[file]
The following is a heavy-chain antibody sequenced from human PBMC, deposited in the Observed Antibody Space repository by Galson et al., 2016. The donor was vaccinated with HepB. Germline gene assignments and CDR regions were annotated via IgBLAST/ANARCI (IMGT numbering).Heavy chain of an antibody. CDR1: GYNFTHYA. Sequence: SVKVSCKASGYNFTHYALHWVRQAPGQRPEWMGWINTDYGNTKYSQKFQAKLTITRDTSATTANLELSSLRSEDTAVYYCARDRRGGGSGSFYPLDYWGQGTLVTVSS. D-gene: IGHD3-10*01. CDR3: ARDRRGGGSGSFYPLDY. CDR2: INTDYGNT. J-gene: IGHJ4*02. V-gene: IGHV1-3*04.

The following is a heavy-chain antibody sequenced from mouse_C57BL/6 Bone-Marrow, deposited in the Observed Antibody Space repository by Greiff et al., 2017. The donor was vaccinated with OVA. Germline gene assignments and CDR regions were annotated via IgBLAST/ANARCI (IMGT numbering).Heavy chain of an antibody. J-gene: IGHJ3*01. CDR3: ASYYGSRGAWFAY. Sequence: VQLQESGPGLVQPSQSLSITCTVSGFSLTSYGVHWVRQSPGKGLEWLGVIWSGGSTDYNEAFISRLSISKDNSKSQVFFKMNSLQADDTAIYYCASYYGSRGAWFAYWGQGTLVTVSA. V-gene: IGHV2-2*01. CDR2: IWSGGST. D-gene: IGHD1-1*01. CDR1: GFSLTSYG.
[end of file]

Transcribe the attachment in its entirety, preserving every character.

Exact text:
The following is a heavy-chain antibody sequenced from human PBMC, deposited in the Observed Antibody Space repository by Galson et al., 2016. The donor was vaccinated with HepB. Germline gene assignments and CDR regions were annotated via IgBLAST/ANARCI (IMGT numbering).Heavy chain of an antibody. CDR1: GYNFTHYA. Sequence: SVKVSCKASGYNFTHYALHWVRQAPGQRPEWMGWINTDYGNTKYSQKFQAKLTITRDTSATTANLELSSLRSEDTAVYYCARDRRGGGSGSFYPLDYWGQGTLVTVSS. D-gene: IGHD3-10*01. CDR3: ARDRRGGGSGSFYPLDY. CDR2: INTDYGNT. J-gene: IGHJ4*02. V-gene: IGHV1-3*04.

The following is a heavy-chain antibody sequenced from mouse_C57BL/6 Bone-Marrow, deposited in the Observed Antibody Space repository by Greiff et al., 2017. The donor was vaccinated with OVA. Germline gene assignments and CDR regions were annotated via IgBLAST/ANARCI (IMGT numbering).Heavy chain of an antibody. J-gene: IGHJ3*01. CDR3: ASYYGSRGAWFAY. Sequence: VQLQESGPGLVQPSQSLSITCTVSGFSLTSYGVHWVRQSPGKGLEWLGVIWSGGSTDYNEAFISRLSISKDNSKSQVFFKMNSLQADDTAIYYCASYYGSRGAWFAYWGQGTLVTVSA. V-gene: IGHV2-2*01. CDR2: IWSGGST. D-gene: IGHD1-1*01. CDR1: GFSLTSYG.